The Paraguayan Mussi family dominated the “Supernova” techno stage. Amanda Mussi, originally from Paraguay, is a DJ, producer and promoter based in São Paulo, and played alongside her cousin, the prolific Victoria Mussi, herself a main mover in the Paraguayan scene – check her latest release “En Construcción” on Bandcamp for a sample of her percussive techno. The two worked together presenting a hip shaking trancey techno, but not cheesy trance, I mean trance inducing, repetitive, percussive and driving, it gets under your skin and into your hips. Later I spoke to Amanda, she told me about why it took so long for techno to arrive in Paraguay: “Before the internet things used to arrive in Brazil five years after they had happened, and then it would take yet another five years for things to get to Paraguay”. I asked her to define Paraguayan dance music, “ It’s uplifting!”, she yells at me.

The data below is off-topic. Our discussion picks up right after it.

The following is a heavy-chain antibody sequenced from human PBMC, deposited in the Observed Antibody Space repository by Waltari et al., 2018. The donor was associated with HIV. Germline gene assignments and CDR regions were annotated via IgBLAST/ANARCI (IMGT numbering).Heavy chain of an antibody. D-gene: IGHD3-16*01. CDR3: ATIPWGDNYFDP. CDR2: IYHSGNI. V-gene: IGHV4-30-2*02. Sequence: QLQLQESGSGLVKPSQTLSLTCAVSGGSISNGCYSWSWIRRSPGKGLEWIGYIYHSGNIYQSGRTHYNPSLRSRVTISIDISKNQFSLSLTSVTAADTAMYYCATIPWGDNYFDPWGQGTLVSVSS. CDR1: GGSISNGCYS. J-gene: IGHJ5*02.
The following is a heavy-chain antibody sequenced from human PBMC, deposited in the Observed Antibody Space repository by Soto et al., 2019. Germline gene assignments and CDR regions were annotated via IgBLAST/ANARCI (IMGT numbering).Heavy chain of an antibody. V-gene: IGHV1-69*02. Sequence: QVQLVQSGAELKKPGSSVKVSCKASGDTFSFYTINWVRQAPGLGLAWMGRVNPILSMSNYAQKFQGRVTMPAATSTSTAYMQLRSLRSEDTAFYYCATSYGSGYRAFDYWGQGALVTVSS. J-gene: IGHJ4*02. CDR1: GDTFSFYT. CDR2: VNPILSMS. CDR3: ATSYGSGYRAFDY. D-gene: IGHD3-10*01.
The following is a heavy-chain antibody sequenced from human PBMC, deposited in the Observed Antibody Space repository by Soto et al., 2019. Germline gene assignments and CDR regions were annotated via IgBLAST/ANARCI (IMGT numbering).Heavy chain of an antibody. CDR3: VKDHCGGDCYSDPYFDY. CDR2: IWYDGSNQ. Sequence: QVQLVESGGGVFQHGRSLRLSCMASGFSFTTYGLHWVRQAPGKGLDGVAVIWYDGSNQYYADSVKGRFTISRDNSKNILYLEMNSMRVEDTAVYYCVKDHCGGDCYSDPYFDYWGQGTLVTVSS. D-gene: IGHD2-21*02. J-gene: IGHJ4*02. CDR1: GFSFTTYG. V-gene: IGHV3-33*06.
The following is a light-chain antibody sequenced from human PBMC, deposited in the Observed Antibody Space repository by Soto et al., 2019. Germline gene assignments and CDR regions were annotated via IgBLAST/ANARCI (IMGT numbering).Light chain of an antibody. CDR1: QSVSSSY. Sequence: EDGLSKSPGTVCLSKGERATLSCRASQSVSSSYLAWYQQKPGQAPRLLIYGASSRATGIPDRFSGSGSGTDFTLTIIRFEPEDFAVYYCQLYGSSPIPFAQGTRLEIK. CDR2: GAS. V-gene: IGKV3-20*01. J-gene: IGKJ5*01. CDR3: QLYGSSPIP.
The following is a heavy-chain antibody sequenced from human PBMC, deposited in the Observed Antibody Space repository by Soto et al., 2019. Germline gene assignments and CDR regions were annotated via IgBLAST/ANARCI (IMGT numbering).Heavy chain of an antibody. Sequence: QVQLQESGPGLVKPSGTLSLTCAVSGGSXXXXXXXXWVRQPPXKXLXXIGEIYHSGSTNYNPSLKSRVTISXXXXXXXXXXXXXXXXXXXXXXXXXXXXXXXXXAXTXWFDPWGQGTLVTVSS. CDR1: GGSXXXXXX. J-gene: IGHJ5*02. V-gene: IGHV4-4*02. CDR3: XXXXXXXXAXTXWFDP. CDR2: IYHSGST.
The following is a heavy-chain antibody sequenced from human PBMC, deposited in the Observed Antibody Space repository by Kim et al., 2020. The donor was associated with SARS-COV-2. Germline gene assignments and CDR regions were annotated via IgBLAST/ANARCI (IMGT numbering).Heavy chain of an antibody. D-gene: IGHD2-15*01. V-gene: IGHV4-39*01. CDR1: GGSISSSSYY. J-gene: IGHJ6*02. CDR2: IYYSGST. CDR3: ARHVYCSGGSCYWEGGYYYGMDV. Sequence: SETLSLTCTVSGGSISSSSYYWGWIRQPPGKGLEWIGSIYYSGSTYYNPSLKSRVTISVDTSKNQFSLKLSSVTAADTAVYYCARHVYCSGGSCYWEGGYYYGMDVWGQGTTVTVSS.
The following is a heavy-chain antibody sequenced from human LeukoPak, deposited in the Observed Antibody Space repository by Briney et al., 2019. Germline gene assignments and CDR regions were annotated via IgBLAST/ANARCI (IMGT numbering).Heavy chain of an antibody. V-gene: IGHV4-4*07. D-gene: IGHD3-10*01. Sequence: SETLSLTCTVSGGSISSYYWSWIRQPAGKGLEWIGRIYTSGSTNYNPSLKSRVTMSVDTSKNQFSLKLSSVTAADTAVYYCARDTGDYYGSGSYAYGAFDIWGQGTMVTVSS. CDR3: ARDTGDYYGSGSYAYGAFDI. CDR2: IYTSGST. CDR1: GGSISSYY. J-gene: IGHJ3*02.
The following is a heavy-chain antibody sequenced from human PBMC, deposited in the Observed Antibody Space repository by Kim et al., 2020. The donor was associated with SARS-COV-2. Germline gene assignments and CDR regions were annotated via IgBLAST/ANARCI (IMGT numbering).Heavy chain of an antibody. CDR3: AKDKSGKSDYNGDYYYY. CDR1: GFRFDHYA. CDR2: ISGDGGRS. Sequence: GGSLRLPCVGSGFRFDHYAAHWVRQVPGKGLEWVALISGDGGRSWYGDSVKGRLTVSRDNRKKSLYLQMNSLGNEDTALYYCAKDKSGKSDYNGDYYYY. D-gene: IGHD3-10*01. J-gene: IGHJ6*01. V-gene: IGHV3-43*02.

Amanda and Victoria Mussi (photo by Andy Cummings)

On the mainstage I caught some of ex-Selvagem Millos Kaiser’s DJ set, where he mixes up some old school 808 funk with his perennial summer funk tunes. The fireworks exploding over our heads filled the venue with the smell of sulphur. But perhaps the most jarring moment in the whole festival came when listening to probably the biggest name at the festival, MCDE (formerly Motor City Drum Ensemble), Daniel Plessow, amongst the disco and vocal house, he dropped at the peak of his set Talking Heads’ “I Zimbra”, it sounded phenomenal. “Ah it must be remixed” my companion said, “no” I replied “it’s the original”, a jarring slice of fourth-world post-punk, connecting my sixteen-year-old self, at the time joining the dots between Bowie, Eno and Byrne, with the current me in this maelstrom of global bass and electronic beats set in a dilapidated abandoned old swimming pool on the brink of South America. Who could have predicted that?